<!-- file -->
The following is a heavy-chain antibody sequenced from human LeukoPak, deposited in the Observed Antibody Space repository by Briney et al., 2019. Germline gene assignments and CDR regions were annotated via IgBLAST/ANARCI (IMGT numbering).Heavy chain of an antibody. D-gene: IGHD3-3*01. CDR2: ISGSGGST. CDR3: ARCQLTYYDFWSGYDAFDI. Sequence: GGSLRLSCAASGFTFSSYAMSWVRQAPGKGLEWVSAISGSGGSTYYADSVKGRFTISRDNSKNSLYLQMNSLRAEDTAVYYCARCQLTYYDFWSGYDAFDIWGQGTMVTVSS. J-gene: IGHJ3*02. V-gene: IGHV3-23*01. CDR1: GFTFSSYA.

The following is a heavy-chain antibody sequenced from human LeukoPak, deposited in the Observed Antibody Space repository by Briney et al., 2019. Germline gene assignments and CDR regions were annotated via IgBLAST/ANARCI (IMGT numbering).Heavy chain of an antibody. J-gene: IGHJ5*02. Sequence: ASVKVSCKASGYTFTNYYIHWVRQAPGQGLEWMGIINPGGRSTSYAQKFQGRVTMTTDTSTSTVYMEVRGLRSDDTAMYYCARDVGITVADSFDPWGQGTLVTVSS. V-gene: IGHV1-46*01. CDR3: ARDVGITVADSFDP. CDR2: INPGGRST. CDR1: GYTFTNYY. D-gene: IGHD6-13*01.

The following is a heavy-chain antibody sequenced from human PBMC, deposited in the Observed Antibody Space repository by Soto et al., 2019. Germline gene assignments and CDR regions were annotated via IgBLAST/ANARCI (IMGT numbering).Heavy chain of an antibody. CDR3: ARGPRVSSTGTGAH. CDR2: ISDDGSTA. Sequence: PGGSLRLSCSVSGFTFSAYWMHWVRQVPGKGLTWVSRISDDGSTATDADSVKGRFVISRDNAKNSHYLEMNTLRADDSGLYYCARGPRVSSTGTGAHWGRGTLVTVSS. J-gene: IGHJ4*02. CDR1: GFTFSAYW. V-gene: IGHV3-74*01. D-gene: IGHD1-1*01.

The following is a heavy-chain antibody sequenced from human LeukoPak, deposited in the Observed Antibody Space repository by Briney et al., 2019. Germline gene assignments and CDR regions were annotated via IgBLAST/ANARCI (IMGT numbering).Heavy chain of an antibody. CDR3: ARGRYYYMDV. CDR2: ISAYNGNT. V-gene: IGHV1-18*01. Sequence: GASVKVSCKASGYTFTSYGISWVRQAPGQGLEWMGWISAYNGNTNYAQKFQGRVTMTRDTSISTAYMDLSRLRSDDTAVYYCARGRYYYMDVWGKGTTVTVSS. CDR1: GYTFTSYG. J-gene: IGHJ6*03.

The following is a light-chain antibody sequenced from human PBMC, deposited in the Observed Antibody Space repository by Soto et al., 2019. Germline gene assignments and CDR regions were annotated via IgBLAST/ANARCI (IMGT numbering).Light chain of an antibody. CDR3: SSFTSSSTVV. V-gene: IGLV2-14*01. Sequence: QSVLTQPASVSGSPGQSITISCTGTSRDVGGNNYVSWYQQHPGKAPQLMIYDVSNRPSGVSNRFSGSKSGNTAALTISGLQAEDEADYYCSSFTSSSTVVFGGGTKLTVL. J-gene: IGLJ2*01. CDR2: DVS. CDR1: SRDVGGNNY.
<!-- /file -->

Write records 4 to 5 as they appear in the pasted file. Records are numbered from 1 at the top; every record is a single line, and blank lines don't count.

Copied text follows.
The following is a heavy-chain antibody sequenced from human LeukoPak, deposited in the Observed Antibody Space repository by Briney et al., 2019. Germline gene assignments and CDR regions were annotated via IgBLAST/ANARCI (IMGT numbering).Heavy chain of an antibody. CDR3: ARGRYYYMDV. CDR2: ISAYNGNT. V-gene: IGHV1-18*01. Sequence: GASVKVSCKASGYTFTSYGISWVRQAPGQGLEWMGWISAYNGNTNYAQKFQGRVTMTRDTSISTAYMDLSRLRSDDTAVYYCARGRYYYMDVWGKGTTVTVSS. CDR1: GYTFTSYG. J-gene: IGHJ6*03.

The following is a light-chain antibody sequenced from human PBMC, deposited in the Observed Antibody Space repository by Soto et al., 2019. Germline gene assignments and CDR regions were annotated via IgBLAST/ANARCI (IMGT numbering).Light chain of an antibody. CDR3: SSFTSSSTVV. V-gene: IGLV2-14*01. Sequence: QSVLTQPASVSGSPGQSITISCTGTSRDVGGNNYVSWYQQHPGKAPQLMIYDVSNRPSGVSNRFSGSKSGNTAALTISGLQAEDEADYYCSSFTSSSTVVFGGGTKLTVL. J-gene: IGLJ2*01. CDR2: DVS. CDR1: SRDVGGNNY.